Ancient Rome facts
Do you want to learn a little more about the Eternal City and its origins? Then look no further than this handy pop quiz full of ancient Rome facts.
1. Rome was founded by twin brothers
Twins Romulus and Remus were abandoned by their mother at birth, but discovered by a lone she-wolf who nursed them. They then grew up to found a city, but had a fatal disagreement over who would rule. Romulus killed Remus in the fight and named Rome after himself.
You can find the original bronze statue Capitoline Wolf, of the wolf suckling the brothers, inside the Capitoline Museums.
2. The Colosseum was once filled with water
The legendary stadium served as the location for gladiator combats, animal hunts and even… naval battles. That’s right, great ships were built and ‘sailed’ out into the flooded Colosseum where theatrical battles would be held, with hundreds of actors and live animals including alligators in the water!
3. The hills of ancient Rome influenced the language of today
Capitoline Hill, the location of political power in Ancient Rome is responsible for the word ‘capital’ we use today. Not only that, but neighboring Palatine Hill, home to temples, monuments and religious structures gave way to the word ‘palace’.
4. Rome is the only city with a whole country inside it
Vatican City, the smallest nation in the world, lies wholly inside Rome, taking up just 44 hectares. Governed by the Pope this tiny city has a population of just over 800, its own army, its own currency and its own post office!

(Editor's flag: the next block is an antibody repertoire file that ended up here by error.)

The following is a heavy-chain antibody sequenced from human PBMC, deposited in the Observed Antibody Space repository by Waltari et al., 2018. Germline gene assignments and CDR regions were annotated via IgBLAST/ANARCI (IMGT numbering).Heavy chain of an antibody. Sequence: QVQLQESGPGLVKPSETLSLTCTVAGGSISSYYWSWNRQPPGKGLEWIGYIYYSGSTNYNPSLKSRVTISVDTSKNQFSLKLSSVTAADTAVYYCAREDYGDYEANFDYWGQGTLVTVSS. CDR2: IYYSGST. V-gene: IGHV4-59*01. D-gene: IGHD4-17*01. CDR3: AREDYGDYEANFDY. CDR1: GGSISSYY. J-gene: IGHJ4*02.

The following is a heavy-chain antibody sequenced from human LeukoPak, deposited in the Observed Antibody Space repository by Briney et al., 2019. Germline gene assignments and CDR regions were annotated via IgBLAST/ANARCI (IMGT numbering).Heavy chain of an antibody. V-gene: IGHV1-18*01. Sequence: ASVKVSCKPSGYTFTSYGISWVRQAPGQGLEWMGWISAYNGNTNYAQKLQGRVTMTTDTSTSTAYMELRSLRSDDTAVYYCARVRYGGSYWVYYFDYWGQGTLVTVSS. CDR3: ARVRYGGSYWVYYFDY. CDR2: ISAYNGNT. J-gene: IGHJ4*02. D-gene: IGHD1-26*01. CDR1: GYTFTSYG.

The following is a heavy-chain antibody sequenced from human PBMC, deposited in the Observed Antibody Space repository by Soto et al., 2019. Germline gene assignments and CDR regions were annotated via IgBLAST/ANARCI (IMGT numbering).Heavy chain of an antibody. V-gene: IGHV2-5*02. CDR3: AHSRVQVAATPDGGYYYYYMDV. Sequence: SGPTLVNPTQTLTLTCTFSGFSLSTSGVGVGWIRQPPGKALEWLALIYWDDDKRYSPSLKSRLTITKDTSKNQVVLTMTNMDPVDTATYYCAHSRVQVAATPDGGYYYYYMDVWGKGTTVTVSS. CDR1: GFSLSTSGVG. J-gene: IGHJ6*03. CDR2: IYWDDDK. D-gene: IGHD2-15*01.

5. Ancient Rome was home to the largest stadium ever
Circo Maximo was a vast chariot racing stadium. It was so big almost 3 Colosseums could fit inside. On race days, it could welcome 250,000 spectators - the largest stadiums of today cannot even hold half that number!
6. Romans are the inventors of health spas
The Romans took bath time very seriously. The word ‘spa’ comes from the Latin term Sana Per Acquam (health through water) and ancient bathhouses are still enjoyed to this day.
Check out the ruins of the Baths of Caracalla to get an idea of how the Romans would get clean and unwind.
7. St Peter’s Basilica took 120 years to build
To this day, St. Peter’s Basilica is the world’s largest church and the center of Roman Catholicism. With its opulent decorations and stunning vaulted ceilings, is it any wonder construction took so long to complete? In fact, five different architects took the helm during this magnificent structure’s build.
8. Archangel Michel appeared over the city to signal the end of the plague
Yep, Archangel Michel is said to have appeared above the citadel sheathing his sword as a sign that the Justinian plague of 590 had ended. Formerly known as the Mausoleum of Hadrian, the building was renamed Castel Sant’Angelo to honor this event.
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